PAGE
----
The Sacred Bed: Sex Guilt Mediates Religiosity and Satisfaction for Unmarried People
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The relationship between religion and sexual satisfaction has long been debated. Oftentimes, previous research on the relationship between these two constructs has been directly contradictory. The current study sought to provide more detail, or perhaps clarify the way that religiosity may relate to sexual satisfaction. Past studies have shown that high religiosity is connected to lower sexual activity, lower desires, and more conservative values. Thus, the current study examined sexual guilt, resulting from sensitivity to internalized religious beliefs and teachings, as a potential mediator between the two constructs. Participants completed an online questionnaire that included measures of religious identification and internalization, sexual satisfaction, and sex guilt. Results suggest that sex guilt mediates the relationship between religiosity and sexual satisfaction for unmarried individuals, but not for married individuals. We suggest calling this finding the sacred bed phenomenon because the difference between the models for married and unmarried samples may be due to a belief in the sacred marital bed.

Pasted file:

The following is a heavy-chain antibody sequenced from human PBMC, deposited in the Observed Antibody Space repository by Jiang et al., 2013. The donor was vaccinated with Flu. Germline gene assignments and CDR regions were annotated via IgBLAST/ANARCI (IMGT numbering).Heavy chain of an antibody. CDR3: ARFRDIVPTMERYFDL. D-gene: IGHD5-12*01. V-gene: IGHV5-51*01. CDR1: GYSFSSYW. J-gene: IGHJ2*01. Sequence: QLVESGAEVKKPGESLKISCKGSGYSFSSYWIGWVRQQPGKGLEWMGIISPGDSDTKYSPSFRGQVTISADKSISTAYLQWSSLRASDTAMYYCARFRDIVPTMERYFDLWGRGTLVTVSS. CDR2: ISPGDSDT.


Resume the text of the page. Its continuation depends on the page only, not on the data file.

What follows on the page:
KeywordsReligiosity Sexual satisfaction Sexual guilt Marriage
Compliance with Ethical Standards
Conflict of interest
The authors declare that they have no conflict of interest.
All procedures performed in studies involving human participants were in accordance with the ethical standards of the institutional and/or national research committee and with the 1964 Helsinki declaration and its later amendments or comparable ethical standards. Informed consent was obtained from all individual participants included in the study.
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